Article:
Three-Dimensional Design Creates Lobby Focal Point

May 3, 2022

Triangular-shaped ceiling panels arranged asymmetrically at various angles create the visual of a geodesic dome in the lobby of a landmark office building in downtown Montreal.

Montreal, Canada
Group Marchande Architecture Design (GMAD), Montreal, Canada

The renovation of the elevator lobby inside the 1010 Sherbrooke West office building in downtown Montreal was long overdue. The dimly lit lobby had a cavernous feel and included outdated features such as the half-barrel shaped ceiling that dominated the 700-sq.-ft. space.

“Our goal was to add pattern and shape to the ceiling with the necessary lighting for it to become a beautiful focal point,” says Andre Dimitrovas, senior interior designer at Groupe Marchande Architecture Design (GMAD) of Montreal.


The vision gmad had for the ceiling was that of a three-dimensional geodesic dome with different size triangular-shaped panels arranged asymmetrically at various angles throughout the ceiling. “We wanted some of the panels to be wood slats and some of them to be flat and white,” says Dimitrovas.

To make the ceiling concept a reality, gmad turned to the You Inspire Solutions Center at Armstrong to come up with a model that would enable the ceiling to be built.


While the original concept called for each panel to be unique in size and shape, the You Inspire Solutions Center developed a 3-D model that achieved the design intent using a combination of common and one-off panels from the Armstrong family of custom WoodWorks ceiling systems.

The 72 triangular-shaped panels, which include an array of wood grille and white solid wood panels, are attached at various angles to a custom layout of the Armstrong Drywall Grid System, using angle brackets to create the different angles in the grid. “The grid pattern was the key to everything,” says You Inspire Solution Center design engineer Michael Tongel. “The layout of the grid dictates the angles of the panels, and the angles of the panels create the undulating visual in the ceiling.”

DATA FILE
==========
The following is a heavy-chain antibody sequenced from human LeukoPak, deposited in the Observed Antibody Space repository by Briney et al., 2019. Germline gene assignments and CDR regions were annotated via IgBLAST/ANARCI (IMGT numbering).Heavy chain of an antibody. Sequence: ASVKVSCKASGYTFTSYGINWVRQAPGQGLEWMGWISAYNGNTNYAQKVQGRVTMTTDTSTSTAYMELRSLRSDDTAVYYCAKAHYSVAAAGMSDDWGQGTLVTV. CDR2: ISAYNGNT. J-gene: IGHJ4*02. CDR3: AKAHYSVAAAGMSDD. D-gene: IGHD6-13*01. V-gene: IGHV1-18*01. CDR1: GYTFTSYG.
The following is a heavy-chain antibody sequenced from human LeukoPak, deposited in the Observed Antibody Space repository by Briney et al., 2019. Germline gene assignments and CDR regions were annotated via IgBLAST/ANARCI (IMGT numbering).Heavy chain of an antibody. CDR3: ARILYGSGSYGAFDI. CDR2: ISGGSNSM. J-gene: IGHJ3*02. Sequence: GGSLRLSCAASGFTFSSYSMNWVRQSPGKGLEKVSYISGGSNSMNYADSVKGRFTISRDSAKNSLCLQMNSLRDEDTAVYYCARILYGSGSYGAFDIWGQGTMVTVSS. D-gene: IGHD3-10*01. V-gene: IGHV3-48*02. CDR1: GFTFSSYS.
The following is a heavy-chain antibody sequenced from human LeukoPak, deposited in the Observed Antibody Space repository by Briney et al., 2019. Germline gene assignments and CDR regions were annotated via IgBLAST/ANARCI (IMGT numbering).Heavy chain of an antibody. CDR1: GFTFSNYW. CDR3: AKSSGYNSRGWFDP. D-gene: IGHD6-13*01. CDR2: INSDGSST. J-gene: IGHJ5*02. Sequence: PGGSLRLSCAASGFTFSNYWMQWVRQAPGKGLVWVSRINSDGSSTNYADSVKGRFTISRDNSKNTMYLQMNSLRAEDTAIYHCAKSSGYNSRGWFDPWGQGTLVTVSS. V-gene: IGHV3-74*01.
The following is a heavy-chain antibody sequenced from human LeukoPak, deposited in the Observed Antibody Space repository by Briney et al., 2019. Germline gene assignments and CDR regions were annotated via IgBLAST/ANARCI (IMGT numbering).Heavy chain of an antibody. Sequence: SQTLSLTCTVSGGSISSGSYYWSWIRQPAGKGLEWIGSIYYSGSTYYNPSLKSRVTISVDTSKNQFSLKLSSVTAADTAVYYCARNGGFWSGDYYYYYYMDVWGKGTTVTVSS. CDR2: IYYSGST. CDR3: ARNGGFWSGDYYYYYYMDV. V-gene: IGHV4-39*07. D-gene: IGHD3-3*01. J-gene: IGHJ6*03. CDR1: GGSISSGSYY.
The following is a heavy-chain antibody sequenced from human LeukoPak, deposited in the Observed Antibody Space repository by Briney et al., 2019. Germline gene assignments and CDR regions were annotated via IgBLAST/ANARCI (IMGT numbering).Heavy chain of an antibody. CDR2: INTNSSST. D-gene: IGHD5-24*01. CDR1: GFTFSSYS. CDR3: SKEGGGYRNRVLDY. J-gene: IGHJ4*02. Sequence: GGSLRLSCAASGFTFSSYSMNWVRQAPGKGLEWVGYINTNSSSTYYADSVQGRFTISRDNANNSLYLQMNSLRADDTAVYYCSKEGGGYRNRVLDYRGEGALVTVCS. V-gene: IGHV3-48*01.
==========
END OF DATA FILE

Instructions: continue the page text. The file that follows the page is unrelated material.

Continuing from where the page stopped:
Using a standard drywall grid system, Tongel created the unique shape needed to support the panels at various angles. “I have never seen our drywall grid system used in a shape like this before, but it just seemed to make sense,” he says. “It gives you a wider flange at the bottom and it’s able to support more weight.”

Included in the grid pattern are spaces for the linear lighting that sits in the 2-in. reveal between the panels and the space for the light cove that surrounds the perimeter of the ceiling where it meets the gypsum bulkhead. By making the 12-ft. × 30-ft. ceiling more symmetrical and finding ways to repeat panel patterns wherever possible, the design team effectively recreated the same high-impact visual with fewer custom panels, reducing the cost and making the ceiling easier to manufacture and install.

“With all the acute angles, we were able to create the same dynamic shape with between 12 to 15 different panel sizes,” says Dimitrovas. “We didn’t want to venture into something that was totally customized, so having Armstrong’s engineers on board gave us the confidence that we could build the ceiling and do it in a budget-friendly way.”


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